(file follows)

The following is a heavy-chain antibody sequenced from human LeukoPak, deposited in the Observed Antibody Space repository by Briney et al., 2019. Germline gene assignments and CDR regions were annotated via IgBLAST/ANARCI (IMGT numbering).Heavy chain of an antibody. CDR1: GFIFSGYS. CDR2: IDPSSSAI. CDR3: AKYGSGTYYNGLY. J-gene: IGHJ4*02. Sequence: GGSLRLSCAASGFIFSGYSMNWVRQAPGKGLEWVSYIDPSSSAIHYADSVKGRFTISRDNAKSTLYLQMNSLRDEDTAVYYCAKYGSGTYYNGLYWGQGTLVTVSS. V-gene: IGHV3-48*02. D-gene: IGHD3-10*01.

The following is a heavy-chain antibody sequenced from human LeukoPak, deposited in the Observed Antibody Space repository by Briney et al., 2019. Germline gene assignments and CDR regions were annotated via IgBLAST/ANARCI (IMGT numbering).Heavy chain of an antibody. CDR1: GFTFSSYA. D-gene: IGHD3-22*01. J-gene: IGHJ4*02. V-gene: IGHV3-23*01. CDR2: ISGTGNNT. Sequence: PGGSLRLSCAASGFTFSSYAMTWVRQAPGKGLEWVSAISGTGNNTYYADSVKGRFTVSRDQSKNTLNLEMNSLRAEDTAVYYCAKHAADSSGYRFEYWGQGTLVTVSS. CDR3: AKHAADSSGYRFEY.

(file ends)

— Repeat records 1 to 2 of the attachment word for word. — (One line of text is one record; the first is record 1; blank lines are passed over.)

The following is a heavy-chain antibody sequenced from human LeukoPak, deposited in the Observed Antibody Space repository by Briney et al., 2019. Germline gene assignments and CDR regions were annotated via IgBLAST/ANARCI (IMGT numbering).Heavy chain of an antibody. CDR1: GFIFSGYS. CDR2: IDPSSSAI. CDR3: AKYGSGTYYNGLY. J-gene: IGHJ4*02. Sequence: GGSLRLSCAASGFIFSGYSMNWVRQAPGKGLEWVSYIDPSSSAIHYADSVKGRFTISRDNAKSTLYLQMNSLRDEDTAVYYCAKYGSGTYYNGLYWGQGTLVTVSS. V-gene: IGHV3-48*02. D-gene: IGHD3-10*01.

The following is a heavy-chain antibody sequenced from human LeukoPak, deposited in the Observed Antibody Space repository by Briney et al., 2019. Germline gene assignments and CDR regions were annotated via IgBLAST/ANARCI (IMGT numbering).Heavy chain of an antibody. CDR1: GFTFSSYA. D-gene: IGHD3-22*01. J-gene: IGHJ4*02. V-gene: IGHV3-23*01. CDR2: ISGTGNNT. Sequence: PGGSLRLSCAASGFTFSSYAMTWVRQAPGKGLEWVSAISGTGNNTYYADSVKGRFTVSRDQSKNTLNLEMNSLRAEDTAVYYCAKHAADSSGYRFEYWGQGTLVTVSS. CDR3: AKHAADSSGYRFEY.